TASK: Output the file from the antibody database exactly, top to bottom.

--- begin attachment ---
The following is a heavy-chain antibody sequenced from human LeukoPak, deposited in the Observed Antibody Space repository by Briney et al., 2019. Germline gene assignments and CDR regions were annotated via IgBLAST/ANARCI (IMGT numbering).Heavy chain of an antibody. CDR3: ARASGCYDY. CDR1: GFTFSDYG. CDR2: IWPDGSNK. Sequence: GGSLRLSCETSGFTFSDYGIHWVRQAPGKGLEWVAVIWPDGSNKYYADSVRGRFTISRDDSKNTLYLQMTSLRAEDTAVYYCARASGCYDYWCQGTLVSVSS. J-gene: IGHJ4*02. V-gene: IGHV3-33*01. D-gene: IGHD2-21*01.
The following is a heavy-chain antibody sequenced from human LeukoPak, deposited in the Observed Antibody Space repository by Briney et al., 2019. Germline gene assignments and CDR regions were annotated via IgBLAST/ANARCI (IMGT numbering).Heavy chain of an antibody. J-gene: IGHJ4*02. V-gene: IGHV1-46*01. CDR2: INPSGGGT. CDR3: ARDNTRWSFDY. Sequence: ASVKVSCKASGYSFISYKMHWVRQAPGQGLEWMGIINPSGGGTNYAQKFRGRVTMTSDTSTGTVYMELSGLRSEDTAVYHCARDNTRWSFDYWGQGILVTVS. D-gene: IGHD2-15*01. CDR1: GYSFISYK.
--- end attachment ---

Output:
The following is a heavy-chain antibody sequenced from human LeukoPak, deposited in the Observed Antibody Space repository by Briney et al., 2019. Germline gene assignments and CDR regions were annotated via IgBLAST/ANARCI (IMGT numbering).Heavy chain of an antibody. CDR3: ARASGCYDY. CDR1: GFTFSDYG. CDR2: IWPDGSNK. Sequence: GGSLRLSCETSGFTFSDYGIHWVRQAPGKGLEWVAVIWPDGSNKYYADSVRGRFTISRDDSKNTLYLQMTSLRAEDTAVYYCARASGCYDYWCQGTLVSVSS. J-gene: IGHJ4*02. V-gene: IGHV3-33*01. D-gene: IGHD2-21*01.
The following is a heavy-chain antibody sequenced from human LeukoPak, deposited in the Observed Antibody Space repository by Briney et al., 2019. Germline gene assignments and CDR regions were annotated via IgBLAST/ANARCI (IMGT numbering).Heavy chain of an antibody. J-gene: IGHJ4*02. V-gene: IGHV1-46*01. CDR2: INPSGGGT. CDR3: ARDNTRWSFDY. Sequence: ASVKVSCKASGYSFISYKMHWVRQAPGQGLEWMGIINPSGGGTNYAQKFRGRVTMTSDTSTGTVYMELSGLRSEDTAVYHCARDNTRWSFDYWGQGILVTVS. D-gene: IGHD2-15*01. CDR1: GYSFISYK.